A second, and equally important, reason for accepting strategic communication as an underlying operational philosophy is the dichotomy represented by the employment of 21st century military technologies in an environment that has more in common with the first millennium than the current one – or even the last one. What are the most important attributes of a successful third millennium force conducting a “four block war” in a first millennium world? One thing seems certain. It’s not just the ability to apply overwhelming force, or even the ability to apply that force with great precision and discretion. Even the most sophisticated intelligence, surveillance, and reconnaissance targeting and weapons delivery capabilities will be largely ineffectual if the force employing them is insensitive to the cultural environment in which they are employed. Unless all of the Marines in the MAGTF are instilled with an understanding of the culture in which they are operating, and given the skills and tools necessary to allow them to operate effectively within it, operating concepts like strategic corporal and enhanced MAGTF operations, and the tactics and techniques associated with independent, dispersed, small unit operations over vast geographic areas, are at risk. The psychology of operations of this type, in environments of this type, against threats of this type, with both enemy and nonenemy using communications technologies, channels, and tactics as effectively as we do (or even more so) is not the psychology of force-on-force warfare against a peer competitor. Modern Marines operating in first and second millennium environments, dispersed over vast areas in small groups, have more in common with the Marines of a Vietnam-era civic action team than they do with the Marines in a line company engaged in a World War II- or Korean-style amphibious assault with subsequent operations ashore. Accordingly, we need to adapt not just our small unit tactics, equipment, command and control methods, and other tools and techniques of war, but also the very philosophy from within which our Marines categorize and engage all of the human beings who occupy the contested area.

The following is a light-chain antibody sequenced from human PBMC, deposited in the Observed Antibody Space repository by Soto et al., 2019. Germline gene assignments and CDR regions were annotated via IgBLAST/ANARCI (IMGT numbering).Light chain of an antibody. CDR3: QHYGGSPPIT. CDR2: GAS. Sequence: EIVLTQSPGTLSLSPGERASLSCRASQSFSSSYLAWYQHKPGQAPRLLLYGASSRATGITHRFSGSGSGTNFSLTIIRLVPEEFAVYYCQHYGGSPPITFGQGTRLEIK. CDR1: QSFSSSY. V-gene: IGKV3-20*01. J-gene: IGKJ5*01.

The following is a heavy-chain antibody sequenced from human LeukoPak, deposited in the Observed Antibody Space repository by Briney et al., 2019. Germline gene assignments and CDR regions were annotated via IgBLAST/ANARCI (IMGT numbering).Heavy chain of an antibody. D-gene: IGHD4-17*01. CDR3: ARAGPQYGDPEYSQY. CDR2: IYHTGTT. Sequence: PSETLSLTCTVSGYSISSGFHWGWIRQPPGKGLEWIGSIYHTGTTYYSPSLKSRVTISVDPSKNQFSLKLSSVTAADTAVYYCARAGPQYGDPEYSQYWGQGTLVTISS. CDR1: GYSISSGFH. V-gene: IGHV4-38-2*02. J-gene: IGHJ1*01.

Institutional Understanding

The fundamental skills and tools associated with strategic communication as an operating philosophy – effective listening, meaningful communication, and creation and maintenance of critical relationships – warrant much more treatment in our formal schools, training institutions, and operational doctrine. It’s time to advance our institutional understanding of maneuver-based operations in the cognitive domain to the next step.